Moringa benefitsMy dad and I both enjoy gardening, and a year ago he boasted about his moringa forest. He claims that moringa benefits extend to relieving joint pains, improving cardiovascular health, and reducing inflammation. I didn’t doubt him since plant-based foods contain vital nutrients and compounds necessary for maintaining a healthy body. In my research, sure enough, studies on moringa demonstrate it’s potential in the prevention and management of various diseases [2, 3]. To take advantage of the pharmacological properties of moringa, I incorporate it as a leafy green in my cooking. Click on this link or scroll down below to check out my moringa and lentil stew recipe.

From Garden to Table

One day, my dad came to visit and gifted me a moringa branch in a pot. I was ecstatic, but I didn’t think that it would thrive in a 2.5 gallons planter. Nevertheless, I waited patiently so that I can have my favorite mung bean stew with moringa (balatong). It’s a dish that I grew up eating in our Filipino household. This summer, my moringa tree is thriving with plenty of leaves to spare for my cooking. It’s unfortunate that my pantry isn’t stocked with mung beans. So for this recipe, I utilize lentils, another delicious legume.

Moringa Background

Moringa, also known as Moringa oleifera, horseradish tree, malungay, mlonge, benzolive, drumstick tree, sajna, kelow, saijihan, and marango, is a versatile plant with leaves and fruits commonly used in culinary and medicinal practices. It is native to the sub-Himalayan regions of North West India and common in tropical and subtropical countries.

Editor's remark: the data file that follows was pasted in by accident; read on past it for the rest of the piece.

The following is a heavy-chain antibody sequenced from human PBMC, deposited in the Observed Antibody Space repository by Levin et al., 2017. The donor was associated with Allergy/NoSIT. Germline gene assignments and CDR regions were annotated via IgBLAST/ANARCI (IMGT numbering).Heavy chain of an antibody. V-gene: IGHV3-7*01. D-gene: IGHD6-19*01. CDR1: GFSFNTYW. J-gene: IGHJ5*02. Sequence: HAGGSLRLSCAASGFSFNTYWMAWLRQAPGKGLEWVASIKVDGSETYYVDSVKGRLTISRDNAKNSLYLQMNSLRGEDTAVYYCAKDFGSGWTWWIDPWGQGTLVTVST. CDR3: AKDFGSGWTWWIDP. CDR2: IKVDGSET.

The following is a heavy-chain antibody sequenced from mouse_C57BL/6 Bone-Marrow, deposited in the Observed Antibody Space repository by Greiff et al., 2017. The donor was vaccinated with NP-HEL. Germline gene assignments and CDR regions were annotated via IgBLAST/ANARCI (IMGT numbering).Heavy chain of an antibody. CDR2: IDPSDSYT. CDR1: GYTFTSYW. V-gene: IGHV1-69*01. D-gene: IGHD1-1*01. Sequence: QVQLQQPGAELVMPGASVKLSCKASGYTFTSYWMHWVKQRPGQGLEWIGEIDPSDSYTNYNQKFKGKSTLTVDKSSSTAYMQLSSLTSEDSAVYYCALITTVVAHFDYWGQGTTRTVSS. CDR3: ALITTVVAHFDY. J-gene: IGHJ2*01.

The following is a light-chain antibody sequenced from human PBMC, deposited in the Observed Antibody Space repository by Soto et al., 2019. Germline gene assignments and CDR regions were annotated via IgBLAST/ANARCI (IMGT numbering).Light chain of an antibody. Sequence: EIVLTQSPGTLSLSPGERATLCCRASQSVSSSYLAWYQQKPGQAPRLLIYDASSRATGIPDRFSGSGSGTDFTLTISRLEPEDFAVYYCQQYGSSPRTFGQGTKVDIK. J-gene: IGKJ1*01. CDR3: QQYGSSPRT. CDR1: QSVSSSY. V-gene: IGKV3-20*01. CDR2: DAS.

moringa benefits

In my home country the Philippines, we call it malungay and it’s typically cooked in stews and soups. It is also dried and consumed as a tea. Moringa is also well known in traditional Ayurvedic medicine to treat various illnesses including bacterial infections, skin problems, and many more [1]. Moringa ointments have also been used for skin nourishment since ancient Egyptian times. Scientific research also confirms the medicinal ability of moringa’s various parts including leaves, fruits, and roots.

Moringa Phytochemistry

Different parts of the moringa tree (seed, roots, stems, leaves, fruits) contain vitamins, minerals, amino acids, beta-carotene, antioxidants, anti-inflammatory nutrients, and omega 3 and 6 fatty acids. The leaves are particularly rich in vitamin C, calcium, beta-carotene, potassium, protein, as well as phenolic compounds with antioxidant and anti-inflammatory side effects.

moringa benefits

Here’s another fun fact, 100 grams of moringa leaves contain 10 times the vitamin A in carrots, 12 times the vitamin C in oranges, 17 times the potassium in bananas, 15 times the iron in spinach, and 9 times the protein of yogurt [1].  Furthermore, moringa benefits are attributed to its phenolic content. It consists of flavonoids including catechin, epicatechin, quercetin, and kaempferol. Phenolic acids such as gallic acid, ellagic, and caffeic acids. Moreover, it also contains bioactive compounds such as alkaloids, glucosinolates, isothiocyanates, and thiocarbamates. Click on this link to get a full list of Moringa bioactive compounds.

Moringa Benefits